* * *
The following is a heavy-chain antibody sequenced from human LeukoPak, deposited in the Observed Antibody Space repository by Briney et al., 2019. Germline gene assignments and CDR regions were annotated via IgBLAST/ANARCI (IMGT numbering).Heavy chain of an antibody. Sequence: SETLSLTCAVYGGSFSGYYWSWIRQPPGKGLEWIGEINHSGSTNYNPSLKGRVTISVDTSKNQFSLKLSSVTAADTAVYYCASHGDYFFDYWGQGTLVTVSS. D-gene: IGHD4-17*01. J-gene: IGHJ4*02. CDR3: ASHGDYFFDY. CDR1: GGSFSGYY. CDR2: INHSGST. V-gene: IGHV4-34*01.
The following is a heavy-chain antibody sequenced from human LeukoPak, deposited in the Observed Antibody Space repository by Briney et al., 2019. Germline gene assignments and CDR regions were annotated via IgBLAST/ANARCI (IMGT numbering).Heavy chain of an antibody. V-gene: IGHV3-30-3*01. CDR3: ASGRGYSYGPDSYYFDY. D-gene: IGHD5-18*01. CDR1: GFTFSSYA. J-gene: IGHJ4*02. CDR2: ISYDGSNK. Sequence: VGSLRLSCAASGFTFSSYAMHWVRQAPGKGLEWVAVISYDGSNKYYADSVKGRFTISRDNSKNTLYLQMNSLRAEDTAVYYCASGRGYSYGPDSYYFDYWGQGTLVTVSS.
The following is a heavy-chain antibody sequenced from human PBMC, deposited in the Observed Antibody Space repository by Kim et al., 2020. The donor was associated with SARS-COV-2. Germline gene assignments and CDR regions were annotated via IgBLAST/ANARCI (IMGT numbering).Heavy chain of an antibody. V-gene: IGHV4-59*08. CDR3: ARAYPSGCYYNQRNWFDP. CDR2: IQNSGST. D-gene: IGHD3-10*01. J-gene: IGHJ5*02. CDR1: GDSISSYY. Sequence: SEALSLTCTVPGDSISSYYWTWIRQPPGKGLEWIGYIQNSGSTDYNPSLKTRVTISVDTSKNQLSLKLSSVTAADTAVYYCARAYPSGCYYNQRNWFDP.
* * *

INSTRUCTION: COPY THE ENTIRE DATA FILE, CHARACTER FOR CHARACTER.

The following is a heavy-chain antibody sequenced from human LeukoPak, deposited in the Observed Antibody Space repository by Briney et al., 2019. Germline gene assignments and CDR regions were annotated via IgBLAST/ANARCI (IMGT numbering).Heavy chain of an antibody. Sequence: SETLSLTCAVYGGSFSGYYWSWIRQPPGKGLEWIGEINHSGSTNYNPSLKGRVTISVDTSKNQFSLKLSSVTAADTAVYYCASHGDYFFDYWGQGTLVTVSS. D-gene: IGHD4-17*01. J-gene: IGHJ4*02. CDR3: ASHGDYFFDY. CDR1: GGSFSGYY. CDR2: INHSGST. V-gene: IGHV4-34*01.
The following is a heavy-chain antibody sequenced from human LeukoPak, deposited in the Observed Antibody Space repository by Briney et al., 2019. Germline gene assignments and CDR regions were annotated via IgBLAST/ANARCI (IMGT numbering).Heavy chain of an antibody. V-gene: IGHV3-30-3*01. CDR3: ASGRGYSYGPDSYYFDY. D-gene: IGHD5-18*01. CDR1: GFTFSSYA. J-gene: IGHJ4*02. CDR2: ISYDGSNK. Sequence: VGSLRLSCAASGFTFSSYAMHWVRQAPGKGLEWVAVISYDGSNKYYADSVKGRFTISRDNSKNTLYLQMNSLRAEDTAVYYCASGRGYSYGPDSYYFDYWGQGTLVTVSS.
The following is a heavy-chain antibody sequenced from human PBMC, deposited in the Observed Antibody Space repository by Kim et al., 2020. The donor was associated with SARS-COV-2. Germline gene assignments and CDR regions were annotated via IgBLAST/ANARCI (IMGT numbering).Heavy chain of an antibody. V-gene: IGHV4-59*08. CDR3: ARAYPSGCYYNQRNWFDP. CDR2: IQNSGST. D-gene: IGHD3-10*01. J-gene: IGHJ5*02. CDR1: GDSISSYY. Sequence: SEALSLTCTVPGDSISSYYWTWIRQPPGKGLEWIGYIQNSGSTDYNPSLKTRVTISVDTSKNQLSLKLSSVTAADTAVYYCARAYPSGCYYNQRNWFDP.